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Treatment Options for Genital Herpes

Treatment with antiviral drugs can help people who are bothered by genital herpes outbreaks stay symptom-free longer. These drugs can also reduce the severity and duration of symptoms when they do flare up. Drug therapy is not a cure, but it can make living with the condition easier.

There are three major drugs commonly used to treat genital herpes symptoms: acyclovir (Zovirax), famciclovir (Famvir), and valacyclovir (Valtrex). These are all taken in pill form. Severe cases may be treated with the intravenous (IV) drug acyclovir.

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Coping With a Genital Herpes Diagnosis

You have been told you're infected with a virus for which there is no cure, and one that affects a very sensitive area. That's crummy news but don't get too down about it. Above all, realize that genital herpes is very common. Chances are one of your friends, family members, or co-workers has it, too. If you have read about genital herpes, you know the statistic: About one in five people in the U.S. is infected. But you may not realize that some diseases we consider quite common are less so than...

Initial treatment. If you have symptoms such as sores when you're first diagnosed with genital herpes, your doctor will usually give you a brief course (seven to 10 days) of antiviral therapy to relieve them or prevent them from getting worse. Your doctor may keep you on the drugs longer if the sores don't heal in that time.

After the first treatment, work with your doctor to come up with the best way to take antiviral therapies. There are two options:

Intermittent treatment. Your doctor may prescribe an antiviral drug for you to keep on hand in case you have another flare-up; this is called intermittent therapy. You can take the pills for two to five days as soon as you notice sores or when you feel an outbreak coming on. Sores will heal and disappear on their own, but taking the drugs can make the symptoms less severe and make them go away faster.

Suppressive treatment. If you have outbreaks often, you may want to consider taking an antiviral drug every day. Doctors call this suppressive therapy. For someone who has more than six outbreaks a year, suppressive therapy can reduce the number of outbreaks by 70% to 80%. Many people who take the antiviral drugs daily have no outbreaks at all.

There is no set number of outbreaks per year that doctors use to decide when someone should start suppressive therapy. Rather, more important factors are how often the outbreaks happen and if they are severe enough to interfere with your life.

Taking daily suppressive therapy may also reduce the risk of transmitting the virus to a sex partner. Antiviral drugs reduce viral shedding, when the virus makes new copies of itself on the skin's surface.

A recent study of people taking daily doses of valacyclovir shows the drug may help protect sex partners from being infected, although you should still use a condom. Half the partners of people taking daily valacyclovir became infected with the virus, and half did not. Moreover, 75% of the partners did not show any symptoms of genital herpes, even if they had acquired the virus. Side Effects and Follow-up Care for Genital Herpes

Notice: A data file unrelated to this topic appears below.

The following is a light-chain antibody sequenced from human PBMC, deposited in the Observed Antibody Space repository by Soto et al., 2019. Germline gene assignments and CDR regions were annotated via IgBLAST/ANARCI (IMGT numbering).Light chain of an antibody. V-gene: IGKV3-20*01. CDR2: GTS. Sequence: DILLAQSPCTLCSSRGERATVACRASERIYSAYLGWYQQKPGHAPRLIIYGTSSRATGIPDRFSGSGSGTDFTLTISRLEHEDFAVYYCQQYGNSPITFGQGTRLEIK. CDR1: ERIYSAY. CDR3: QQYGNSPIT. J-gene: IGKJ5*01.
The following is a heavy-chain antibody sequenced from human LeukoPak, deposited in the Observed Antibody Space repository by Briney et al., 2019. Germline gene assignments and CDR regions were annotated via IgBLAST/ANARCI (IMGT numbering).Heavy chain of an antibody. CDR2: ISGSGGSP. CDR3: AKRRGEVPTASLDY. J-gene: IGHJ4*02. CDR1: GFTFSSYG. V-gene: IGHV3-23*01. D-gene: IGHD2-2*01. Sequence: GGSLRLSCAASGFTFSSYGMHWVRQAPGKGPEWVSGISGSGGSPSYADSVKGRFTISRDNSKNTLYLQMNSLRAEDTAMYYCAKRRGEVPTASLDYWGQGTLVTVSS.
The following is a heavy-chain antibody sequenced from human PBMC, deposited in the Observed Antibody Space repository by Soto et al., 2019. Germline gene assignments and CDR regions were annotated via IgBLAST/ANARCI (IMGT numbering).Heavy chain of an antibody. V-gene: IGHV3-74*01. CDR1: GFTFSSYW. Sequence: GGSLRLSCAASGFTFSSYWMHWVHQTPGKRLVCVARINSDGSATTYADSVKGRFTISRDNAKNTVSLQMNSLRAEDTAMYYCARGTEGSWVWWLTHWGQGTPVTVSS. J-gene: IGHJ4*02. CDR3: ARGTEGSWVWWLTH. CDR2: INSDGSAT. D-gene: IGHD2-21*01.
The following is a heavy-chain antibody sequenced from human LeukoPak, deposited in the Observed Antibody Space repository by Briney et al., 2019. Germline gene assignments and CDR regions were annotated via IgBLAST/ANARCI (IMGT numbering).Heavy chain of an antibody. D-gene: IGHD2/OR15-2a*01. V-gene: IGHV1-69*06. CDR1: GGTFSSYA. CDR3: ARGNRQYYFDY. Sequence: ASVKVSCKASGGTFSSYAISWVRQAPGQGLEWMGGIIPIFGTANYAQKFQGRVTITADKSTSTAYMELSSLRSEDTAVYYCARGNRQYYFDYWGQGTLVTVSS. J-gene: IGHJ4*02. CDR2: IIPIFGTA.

Side effects with these herpes drugs are considered mild, and health experts believe these drugs are safe in the long term. Acyclovir is the oldest of the three, and its safety has been documented in people taking suppressive therapy for several years.

People taking suppressive therapy should see their doctor at least once a year to decide if they should continue. You may find taking the pills every day to be inconvenient, the drugs may not work for you, or you may naturally have fewer outbreaks as time goes on. Your doctor can help you make treatment choices to suit your needs.

Published on: 15.12.2013

  

Users' comments:

hores (15.12.2013-22:16) says:
How quickly can herpes sores disappear?
I just had what I thought was my second outbreak of herpes. The first one gave me about 4 sores which disappeared in a couple of weeks or so.
Two days ago I checked to see if I had any sores (as I had felt a bit uncomfortable) and there was absolutely nothing. I looked again yesterday and there was what I thought was a sore (if it was it came out much more quickly than the first time - they took a week to properly appear). However I just looked again today and there is nothing, not even a sign on my skin that a sore had been there.
Is this likely to have been a sore? I know antibodies can fight off the infection more quickly each time it appears on the skin but I would have thought that if a sore appeared it would still take a few days at least to appear and then to disappear again? Surely skin can't heal that quickly..

anny (15.12.2013-22:17) says:
it depends if its on the lips (more commonly known as Cold sores) if its downstairs, you really need to see your doctor. If its a cold sore you can get some cream over the counter for them. The most effective one is Blistex. It may sting alil or itch (As I have cold sores) but the cream works. If you still have the cold sore after a week, consult your doctor. If its in the downstairs area see your doctor and do not have any form of sex (even if it is a cold do not perform oral sex as it will spread to the other person) If its downstairs do not perform any form of sex. But consult your doctor.

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